Akavia ben Mehalalel’s son said to him, “Father, commend me to your colleagues.” Akavia said to him, “I will not commend you.”

He said to Akavia, “Have you found something wrong with me?”

Akavia said, “No.  Your deeds will cause you to be accepted, and your deeds will cause you to be distanced.”  (Eduyos 5:7)


He was telling his son that he should engage in maasim tovim in order to be acceptable in the eyes of Hashem and his fellows.  And, that if he fails to do this, his deeds should cause him to be distanced so that he will realize his errors and correct them.  (Tiferes Yisrael ibid)


Why didn’t Akavia say to him at the outset,  “No.  Your deeds will cause you to be accepted, and your deeds will cause you to be distanced.”  Why did he first say, “I will not commend you” without explaining what he later told him?


Akavia wanted to see whether his son would interpret this refusal as the result of some lacking that his father perceived in him or would his son assume that his father demurred because these colleagues would not accept recommendations from Akavia due to their dispute with him.

When Akavia heard his son’s concern about his own worthiness, he revealed his motive in refusing to commend him to the colleagues.  (Ben Yehoyada, Eduyos 5:7)


The Ben Ish Chai goes on to apply this concept to “letters of introduction,” saying that we should learn from Akavia ben Mehalalel to present ourselves, not letters.

I heard that a certain Gaon wrote a letter of introduction for someone.  All he wrote was two words: Mi v’Mi.  This was an allusion to the term Mi v’Mi haholchim, who are these travelers?  The words Mi v’Mi are an acrostic alluding to what Akavia said to his son, Maasecha Ykarvucha uMaasecha Yraakucha, your deeds will cause you to be accepted, and your deeds will cause you to be distanced. (ibid)

[In Hebrew, the letter yud, “y” is also used for the “i” the word “Mi.”]


Akavia ben Mehalalel refused to plow a path for his son.  He taught his son to show his best and to work at doing better when necessary.  He acknowledged that his son would face obstacles rather than mowing them down before his son ever came up against any.  He knew that the day would come that his son would face an obstacle and would need to know how to handle it.


I can see clearly now, the rain is gone

I can see all obstacles in my way

Here is that rainbow I've been praying for

It's gonna be a bright (bright)

Bright (bright) sunshiny day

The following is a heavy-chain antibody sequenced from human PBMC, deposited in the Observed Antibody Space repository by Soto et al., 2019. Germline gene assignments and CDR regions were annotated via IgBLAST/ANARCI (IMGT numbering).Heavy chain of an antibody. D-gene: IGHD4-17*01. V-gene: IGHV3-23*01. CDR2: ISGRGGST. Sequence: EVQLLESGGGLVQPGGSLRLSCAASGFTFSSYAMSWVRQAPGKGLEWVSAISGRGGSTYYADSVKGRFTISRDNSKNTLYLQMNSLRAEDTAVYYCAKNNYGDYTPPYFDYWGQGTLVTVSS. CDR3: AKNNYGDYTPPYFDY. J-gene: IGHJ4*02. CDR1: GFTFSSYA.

(I Can See Clearly Now, Johnny Nash, Epic Records, 1972)


Bright, successful lives are not built by parents who mow down obstacles.  A child’s success comes from parents who allow him to see obstacles and gain the confidence to overcome them.


The term obstacle course is a felicitous double entendre.  It is a course you travel through and a course of study from which you learn.  Akavia ben Mehalalel understood that.  He was the first to reject lawnmower parenting.


Lawnmower parenting happens when parents cut down any obstacle that could stand in their child's way.  They do this to prevent their child from having to face adversity, struggle or failure.  Or they do it because they, the parents, cannot cope with seeing their children struggle.  At its worst, when parents go to extremes to give their children privileges they haven’t earned.  These are the parents who gained national attention when they broke laws to help their children get into colleges they were not qualified to attend.

This need to mow down obstacles can distort a parent’s behaviors in less severe, yet harmful ways.  If a parent becomes intensely focused on their child’s success and comfort, they are not only losing control of themselves. They are teaching their child that success and comfort are mandatory at all times and a disaster if even momentarily lost.  Children acquire this anxiety and it may become a lifelong struggle.  It is a parent’s responsibility to tolerate a child’s failure.  Otherwise, their child will be afraid to try lest they fail and cause pain to their parents.  That is a source of anxiety in children that parents can prevent.   Failure, sooner or later, is not preventable.

When your child fails, use the failure as a lesson in what to do differently next time and how to go about it, not what should have happened last time.


The way to build confidence and prevent or reduce anxiety is by allowing your child to get knocked down and get back up again.  Because you allowed her to experience that, she learned how to walk.  Yes, she got frustrated and maybe sometimes got hurt.  And she gained confidence in her ability to succeed after numerous failures.


There’s more than confidence and anxiety reduction to think about.

Lawnmower parents deny their children the gift of accomplishment.  A mother recalled, One of my proudest moments as a parent was when my 9-year-old daughter forgot her New York City MetroCard.  She had the smarts to ask a police officer at the local pizza place to escort her to the bus stop and tell the bus driver she didn't have her MetroCard. She got home and was so pleased with her problem-solving skills.

Does this mean that chesed is not a part of parenting, that parents should not intervene on behalf of their children, not try to smooth their paths?  Of course not.  Like everything, it is a matter of balance.  Sometimes you choose to remove an obstacle, sometimes you help a child to anticipate and prepare for an obstacle, and sometimes you stand back and see how well he does when he comes upon an obstacle he didn’t know about.

And you daven that his deeds will bring him close to Hashem and his fellows.


Rabbi Yitzchak Shmuel Ackerman is a Licensed Mental Health Counselor with specialties in marriage, dating, and parenting.

He is the author of Confident Parents, Competent Children, in Four Seconds at a Time  Available at bookstores and on Amazon.

He can be reached at 718-344-6575.